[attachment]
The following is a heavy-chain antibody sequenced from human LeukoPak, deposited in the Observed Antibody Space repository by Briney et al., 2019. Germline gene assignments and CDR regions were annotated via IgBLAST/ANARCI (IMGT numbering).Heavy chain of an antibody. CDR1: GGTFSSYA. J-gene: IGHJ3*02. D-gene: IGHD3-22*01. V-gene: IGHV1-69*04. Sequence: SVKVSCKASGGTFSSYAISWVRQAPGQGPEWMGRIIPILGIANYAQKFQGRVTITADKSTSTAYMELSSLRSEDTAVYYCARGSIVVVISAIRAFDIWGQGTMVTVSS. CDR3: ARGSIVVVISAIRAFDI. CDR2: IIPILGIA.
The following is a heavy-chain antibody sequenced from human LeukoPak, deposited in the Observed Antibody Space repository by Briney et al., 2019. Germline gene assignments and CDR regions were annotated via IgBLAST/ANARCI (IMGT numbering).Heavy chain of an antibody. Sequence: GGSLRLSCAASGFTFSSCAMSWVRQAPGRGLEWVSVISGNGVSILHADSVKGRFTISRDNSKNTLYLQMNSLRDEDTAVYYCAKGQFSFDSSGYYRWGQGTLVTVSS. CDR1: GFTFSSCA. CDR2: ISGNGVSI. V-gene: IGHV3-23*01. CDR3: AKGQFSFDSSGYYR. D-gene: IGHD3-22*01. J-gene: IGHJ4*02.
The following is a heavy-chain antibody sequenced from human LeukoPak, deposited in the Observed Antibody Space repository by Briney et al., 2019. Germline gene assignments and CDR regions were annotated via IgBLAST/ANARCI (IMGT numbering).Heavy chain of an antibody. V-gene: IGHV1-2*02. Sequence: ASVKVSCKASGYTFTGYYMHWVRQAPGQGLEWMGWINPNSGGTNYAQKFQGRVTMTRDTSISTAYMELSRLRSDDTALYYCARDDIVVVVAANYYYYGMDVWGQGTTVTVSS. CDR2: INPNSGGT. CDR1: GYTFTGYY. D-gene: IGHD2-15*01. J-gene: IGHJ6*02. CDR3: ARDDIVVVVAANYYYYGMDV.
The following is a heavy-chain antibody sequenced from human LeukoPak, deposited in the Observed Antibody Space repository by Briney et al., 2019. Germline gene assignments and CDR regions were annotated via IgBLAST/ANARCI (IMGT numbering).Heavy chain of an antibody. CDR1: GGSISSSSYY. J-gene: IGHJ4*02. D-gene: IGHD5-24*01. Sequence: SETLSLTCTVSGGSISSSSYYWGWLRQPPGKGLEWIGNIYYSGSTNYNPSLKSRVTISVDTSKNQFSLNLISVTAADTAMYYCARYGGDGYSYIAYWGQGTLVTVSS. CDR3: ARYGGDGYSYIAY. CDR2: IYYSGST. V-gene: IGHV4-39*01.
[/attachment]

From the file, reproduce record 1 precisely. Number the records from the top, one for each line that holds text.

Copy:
The following is a heavy-chain antibody sequenced from human LeukoPak, deposited in the Observed Antibody Space repository by Briney et al., 2019. Germline gene assignments and CDR regions were annotated via IgBLAST/ANARCI (IMGT numbering).Heavy chain of an antibody. CDR1: GGTFSSYA. J-gene: IGHJ3*02. D-gene: IGHD3-22*01. V-gene: IGHV1-69*04. Sequence: SVKVSCKASGGTFSSYAISWVRQAPGQGPEWMGRIIPILGIANYAQKFQGRVTITADKSTSTAYMELSSLRSEDTAVYYCARGSIVVVISAIRAFDIWGQGTMVTVSS. CDR3: ARGSIVVVISAIRAFDI. CDR2: IIPILGIA.